So, in conclusion, Jesus’s death was sufficient to cover all our sins, past, present and future. While at the point of salvation all our past sins are covered, any sin we do afterwards needs to be acknowledged as sin with the understanding that we need to ask for forgiveness and no longer continue in that sin. To refuse to do so shows a prideful heart that doesn’t see the need to acknowledge it, much less turn from it. Even though we do live under grace, it is very clear in scripture that we are not to continue in sin as we will then become the slaves of it. Just because we sin does not automatically or immediately result in broken relationship with Jesus, but it is clear that if we continue in sin with a heart that says it’s okay to continue in it we run the tremendous risk of dying spiritually. Paul is clear in Romans 8 that Christians living according to the flesh will die spiritually if they continue in it. Prior to salvation we are all spiritually dead, so Paul’s words about those living according to the flesh dying is in reference to Christians who had become alive in Christ.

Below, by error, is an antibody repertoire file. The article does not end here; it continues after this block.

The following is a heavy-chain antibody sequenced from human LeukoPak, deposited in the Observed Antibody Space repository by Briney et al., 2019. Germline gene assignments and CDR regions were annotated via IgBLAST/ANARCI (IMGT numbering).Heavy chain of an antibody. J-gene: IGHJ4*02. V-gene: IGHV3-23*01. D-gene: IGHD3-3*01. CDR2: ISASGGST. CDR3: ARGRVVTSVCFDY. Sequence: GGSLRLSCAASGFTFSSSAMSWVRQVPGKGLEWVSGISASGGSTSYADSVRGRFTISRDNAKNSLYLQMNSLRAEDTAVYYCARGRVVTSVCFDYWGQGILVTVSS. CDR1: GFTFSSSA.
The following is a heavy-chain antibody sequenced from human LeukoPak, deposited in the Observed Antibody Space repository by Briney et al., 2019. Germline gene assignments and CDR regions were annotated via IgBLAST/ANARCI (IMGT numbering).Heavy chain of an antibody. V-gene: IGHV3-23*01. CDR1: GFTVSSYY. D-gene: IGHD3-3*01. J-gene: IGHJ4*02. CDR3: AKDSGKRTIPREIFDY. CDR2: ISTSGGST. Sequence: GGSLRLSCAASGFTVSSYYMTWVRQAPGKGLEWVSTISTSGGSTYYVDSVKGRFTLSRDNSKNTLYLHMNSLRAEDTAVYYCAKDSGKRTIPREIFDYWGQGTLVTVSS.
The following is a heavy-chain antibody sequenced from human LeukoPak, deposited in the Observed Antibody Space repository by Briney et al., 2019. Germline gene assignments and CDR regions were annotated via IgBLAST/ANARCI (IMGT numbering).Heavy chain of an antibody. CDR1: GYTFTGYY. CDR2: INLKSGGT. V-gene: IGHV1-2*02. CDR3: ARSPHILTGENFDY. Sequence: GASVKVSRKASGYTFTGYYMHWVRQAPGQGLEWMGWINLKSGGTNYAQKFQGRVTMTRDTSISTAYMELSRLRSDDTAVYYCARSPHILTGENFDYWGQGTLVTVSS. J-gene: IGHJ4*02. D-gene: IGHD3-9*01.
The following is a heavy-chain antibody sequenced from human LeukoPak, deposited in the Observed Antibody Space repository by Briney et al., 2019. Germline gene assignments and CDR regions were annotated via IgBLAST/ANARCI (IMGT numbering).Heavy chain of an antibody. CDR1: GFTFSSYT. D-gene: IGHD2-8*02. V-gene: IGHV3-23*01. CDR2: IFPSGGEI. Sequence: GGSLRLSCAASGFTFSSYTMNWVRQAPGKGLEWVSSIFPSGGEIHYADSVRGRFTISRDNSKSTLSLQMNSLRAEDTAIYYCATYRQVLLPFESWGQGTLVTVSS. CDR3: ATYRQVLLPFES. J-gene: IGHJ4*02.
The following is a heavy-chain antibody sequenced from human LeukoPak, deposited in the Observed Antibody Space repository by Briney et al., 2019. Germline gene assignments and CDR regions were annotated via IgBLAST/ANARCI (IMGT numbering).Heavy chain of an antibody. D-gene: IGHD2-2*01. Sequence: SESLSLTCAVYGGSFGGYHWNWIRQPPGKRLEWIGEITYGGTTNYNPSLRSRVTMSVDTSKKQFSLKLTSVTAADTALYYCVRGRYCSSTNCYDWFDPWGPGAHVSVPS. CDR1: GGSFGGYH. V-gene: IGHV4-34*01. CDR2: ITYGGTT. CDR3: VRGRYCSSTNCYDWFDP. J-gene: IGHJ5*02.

When I was in high school someone I know stressed something to me, and that was the fact that unlike the Old Testament that was focused on words and actions, the New Testament starting with the teachings of Jesus focuses on the heart with its motivations and attitudes. Where is your heart? This is what God is looking at. As we see the return of Jesus for His bride getting ever so close, it is now more important than ever before that we make sure we place our sins under His blood through acknowledgment and true repentance. Just because there is sin does not mean we will miss the rapture, but if our heart finds ways to justify staying in sin then we do run the risk we will be left behind. I don’t want that to happen to me or to you. Praise God for salvation which gives us the opportunity to no longer live in or be in bondage to sin! Let us live worthy of such salvation!